More about The Journal
Dr. Wood’s work is focused on the development of engineered in vitro model systems that bridge the gap between existing in vitro culture systems and animal models to study mechanisms of pathology and to develop new therapeutics. His team leverages microtechnology to control cell-cell interactions, tissue architecture, and physical and chemical cues at physiologic scales to recapitulate in vivo microenvironments while allowing for real time imaging and analysis. His lab has a major focus on studying the pathophysiology of sickle cell disease, understanding the process of cancer metastasis, and developing platforms for 3D tissue culture that are amenable to high throughput screening.
For more, read about Dr. Wood’s recent work in Tissue Engineering Part C:
Crampton AL, Cummins KA, Wood DK. A High-Throughput Workflow to Study Remodeling of Extracellular Matrix-Based Microtissues. Tissue Engineering Part C. 2019 Jun 5.
Dr. James is a physician-scientist and bone tissue pathologist, with research interest in mesenchymal progenitor cells and bone tissue engineering. His clinical and research training was performed at University of California, San Francisco (UCSF), Stanford University, and University of California, Los Angeles (UCLA). For the last two years, he has led a research team at Johns Hopkins University (JHU) seeking to understanding the cellular and molecular bases of bone tissue regeneration in an effort to heal bones faster and better. His work has been published in 141 peer-reviewed publications and has been cited
For more, read about Dr. James’s recent work in Tissue Engineering Part A:
NZhang L, Chang L, Xu J, Meyers CA, Yan N, Zou E, Ding C, Ting K, Soo C, Pang S, and James AW Frontal Bone Healing Is Sensitive to Wnt Signaling Inhibition via Lentiviral-Encoded Beta-Catenin Short Hairpin RNA. Tissue Engineering Part A. 2018 August 20.
Dr. Dahlgren started working in the field of tendon and ligament biology during her Large Animal Surgery Residency at Iowa State University more than 20 years ago. Her lab at the Virginia-Maryland College of Veterinary Medicine, established in 2004, focuses on comparative aspects of tendon biology in people and horses, including the biology of tendon healing and the role of mesenchymal stem cells (MSC) as trophic mediators. Dr. Dahlgren has a long-standing collaboration with Dr. Aaron Goldstein (Chemical Engineering, Virginia Tech) using bioactive scaffolds to provide topographical, mechanical, and biochemical cues to guide cell differentiation and extracellular matrix deposition for ligament tissue engineering. Dr. Dahlgren’s recent publication using the transcription factor Scleraxis in combination with cyclic mechanical strain to drive MSC differentiation toward a ligament morphology is largely the work of Dr. Anne Nichols in partial fulfillment of her PhD in Biomedical and Veterinary Sciences.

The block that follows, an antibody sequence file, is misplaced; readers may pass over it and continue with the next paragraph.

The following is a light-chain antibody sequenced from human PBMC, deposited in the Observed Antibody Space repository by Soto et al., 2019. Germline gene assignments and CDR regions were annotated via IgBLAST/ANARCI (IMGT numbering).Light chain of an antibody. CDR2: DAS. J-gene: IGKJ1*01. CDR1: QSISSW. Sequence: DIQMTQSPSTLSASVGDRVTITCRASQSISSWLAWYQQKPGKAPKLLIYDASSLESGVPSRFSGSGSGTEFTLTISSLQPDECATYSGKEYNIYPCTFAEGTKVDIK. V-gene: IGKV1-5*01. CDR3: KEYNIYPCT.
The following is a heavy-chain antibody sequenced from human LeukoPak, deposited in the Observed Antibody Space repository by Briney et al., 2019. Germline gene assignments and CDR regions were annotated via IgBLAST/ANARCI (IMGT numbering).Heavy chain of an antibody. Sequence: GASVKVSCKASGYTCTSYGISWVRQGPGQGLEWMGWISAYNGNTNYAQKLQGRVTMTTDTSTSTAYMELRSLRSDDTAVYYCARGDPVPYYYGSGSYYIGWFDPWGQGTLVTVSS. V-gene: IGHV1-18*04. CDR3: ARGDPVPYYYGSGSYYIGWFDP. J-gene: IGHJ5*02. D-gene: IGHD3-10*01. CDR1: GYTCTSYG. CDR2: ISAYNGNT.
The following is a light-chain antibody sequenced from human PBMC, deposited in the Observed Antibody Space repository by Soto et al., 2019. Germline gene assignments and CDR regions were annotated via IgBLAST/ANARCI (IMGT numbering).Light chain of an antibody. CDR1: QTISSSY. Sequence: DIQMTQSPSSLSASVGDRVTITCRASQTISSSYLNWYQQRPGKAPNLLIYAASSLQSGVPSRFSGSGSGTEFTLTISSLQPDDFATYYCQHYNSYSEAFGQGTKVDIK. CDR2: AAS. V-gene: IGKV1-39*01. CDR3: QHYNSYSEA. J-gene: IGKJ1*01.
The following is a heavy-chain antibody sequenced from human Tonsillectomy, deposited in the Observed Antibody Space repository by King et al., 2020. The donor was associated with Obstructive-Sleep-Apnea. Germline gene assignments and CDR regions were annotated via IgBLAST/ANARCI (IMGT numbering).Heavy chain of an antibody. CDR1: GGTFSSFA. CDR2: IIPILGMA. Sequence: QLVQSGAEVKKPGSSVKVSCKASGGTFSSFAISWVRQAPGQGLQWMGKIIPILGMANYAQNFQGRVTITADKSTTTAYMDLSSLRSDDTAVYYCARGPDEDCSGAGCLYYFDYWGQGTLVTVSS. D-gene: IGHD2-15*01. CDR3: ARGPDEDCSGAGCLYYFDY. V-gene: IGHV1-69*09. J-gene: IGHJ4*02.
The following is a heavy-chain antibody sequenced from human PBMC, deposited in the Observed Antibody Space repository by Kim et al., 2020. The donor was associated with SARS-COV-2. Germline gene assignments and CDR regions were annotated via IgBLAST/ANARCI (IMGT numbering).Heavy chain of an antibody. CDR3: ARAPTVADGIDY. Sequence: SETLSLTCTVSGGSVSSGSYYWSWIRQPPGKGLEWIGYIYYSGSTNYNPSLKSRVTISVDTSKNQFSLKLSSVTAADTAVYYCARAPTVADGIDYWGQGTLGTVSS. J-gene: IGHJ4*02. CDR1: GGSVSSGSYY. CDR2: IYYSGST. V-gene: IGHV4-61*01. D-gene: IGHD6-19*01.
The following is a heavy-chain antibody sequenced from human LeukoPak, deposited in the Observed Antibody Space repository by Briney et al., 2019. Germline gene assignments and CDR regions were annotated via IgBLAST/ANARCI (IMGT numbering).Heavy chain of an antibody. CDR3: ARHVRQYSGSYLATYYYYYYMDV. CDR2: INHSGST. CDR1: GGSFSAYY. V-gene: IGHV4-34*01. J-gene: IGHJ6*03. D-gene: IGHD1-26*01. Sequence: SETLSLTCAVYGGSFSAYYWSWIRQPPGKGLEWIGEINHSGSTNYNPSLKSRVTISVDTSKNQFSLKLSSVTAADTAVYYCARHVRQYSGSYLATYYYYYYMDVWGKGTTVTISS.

For more, read about Dr. Dahlgren's work in Tissue Engineering Part A:
Nichols AEC, Were SR, Dahlgren LA Transient Scleraxis Overexpression Combined with Cyclic Strain Enhances Ligament Cell Differentiation. Tissue Engineering Part A. 2018 May 10.
Lars Lidgren received his MD in 1971, PhD in 1973, and became Chair of the Department of Orthopedics at Lund University in 1990. He has been one of the pioneers in systemic antibiotic prophylaxis in joint replacement and is the inventor of several new methods treating chronic osteomyelitis, bacterial arthritis, and knee prosthetic infection. Forty years ago, he started hands-on joint replacement courses. He has published extensively on national implant registers and biomaterials. In addition, a recent focus of his research has been cell-recruiting peptides and antibiotic-containing synthetic bone. Dr. Lidgren has authored and co-authored more than 400 publications in the fields of orthopaedics, biomaterials, infectious diseases, and tissue engineering. Dr. Lidgren is an honorary member of several major societies, including AAOS, RCS, EFORT and ICOR. In 1998, he initiated the worldwide Bone and Joint Decade 2000-2010. He is founder of the biotech companies Bone Support and Scandimed.
For more, read about Dr. Lidgren's work in Tissue Engineering Part A:
Sirka A, Raina DB, Isaksson H, Tanner KE, Smailys A, Kumar A, Tarasevicius S, Tägil M, Lidgren L. Calcium Sulphate/Hydroxyapatite Carrier for Bone Formation in the Femoral Neck of Osteoporotic Rats. Tissue Engineering Part A. 2018 June 1.